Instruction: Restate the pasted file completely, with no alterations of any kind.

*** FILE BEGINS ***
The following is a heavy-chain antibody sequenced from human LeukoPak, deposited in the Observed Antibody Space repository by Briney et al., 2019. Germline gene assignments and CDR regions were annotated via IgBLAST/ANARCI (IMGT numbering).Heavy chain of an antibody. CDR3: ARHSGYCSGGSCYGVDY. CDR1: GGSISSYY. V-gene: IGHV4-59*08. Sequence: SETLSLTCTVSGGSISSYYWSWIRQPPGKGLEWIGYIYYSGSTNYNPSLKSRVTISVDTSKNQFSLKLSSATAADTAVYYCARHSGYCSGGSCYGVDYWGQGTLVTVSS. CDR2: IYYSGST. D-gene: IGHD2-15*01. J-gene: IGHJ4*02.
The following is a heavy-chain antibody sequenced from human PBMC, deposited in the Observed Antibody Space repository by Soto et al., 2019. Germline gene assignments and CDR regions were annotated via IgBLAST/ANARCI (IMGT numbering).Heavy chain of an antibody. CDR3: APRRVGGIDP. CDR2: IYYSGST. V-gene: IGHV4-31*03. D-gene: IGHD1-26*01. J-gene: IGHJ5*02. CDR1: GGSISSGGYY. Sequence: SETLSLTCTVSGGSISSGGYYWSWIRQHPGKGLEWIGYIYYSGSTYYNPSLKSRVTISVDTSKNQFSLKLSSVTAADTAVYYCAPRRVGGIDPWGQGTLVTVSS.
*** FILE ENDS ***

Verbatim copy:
The following is a heavy-chain antibody sequenced from human LeukoPak, deposited in the Observed Antibody Space repository by Briney et al., 2019. Germline gene assignments and CDR regions were annotated via IgBLAST/ANARCI (IMGT numbering).Heavy chain of an antibody. CDR3: ARHSGYCSGGSCYGVDY. CDR1: GGSISSYY. V-gene: IGHV4-59*08. Sequence: SETLSLTCTVSGGSISSYYWSWIRQPPGKGLEWIGYIYYSGSTNYNPSLKSRVTISVDTSKNQFSLKLSSATAADTAVYYCARHSGYCSGGSCYGVDYWGQGTLVTVSS. CDR2: IYYSGST. D-gene: IGHD2-15*01. J-gene: IGHJ4*02.
The following is a heavy-chain antibody sequenced from human PBMC, deposited in the Observed Antibody Space repository by Soto et al., 2019. Germline gene assignments and CDR regions were annotated via IgBLAST/ANARCI (IMGT numbering).Heavy chain of an antibody. CDR3: APRRVGGIDP. CDR2: IYYSGST. V-gene: IGHV4-31*03. D-gene: IGHD1-26*01. J-gene: IGHJ5*02. CDR1: GGSISSGGYY. Sequence: SETLSLTCTVSGGSISSGGYYWSWIRQHPGKGLEWIGYIYYSGSTYYNPSLKSRVTISVDTSKNQFSLKLSSVTAADTAVYYCAPRRVGGIDPWGQGTLVTVSS.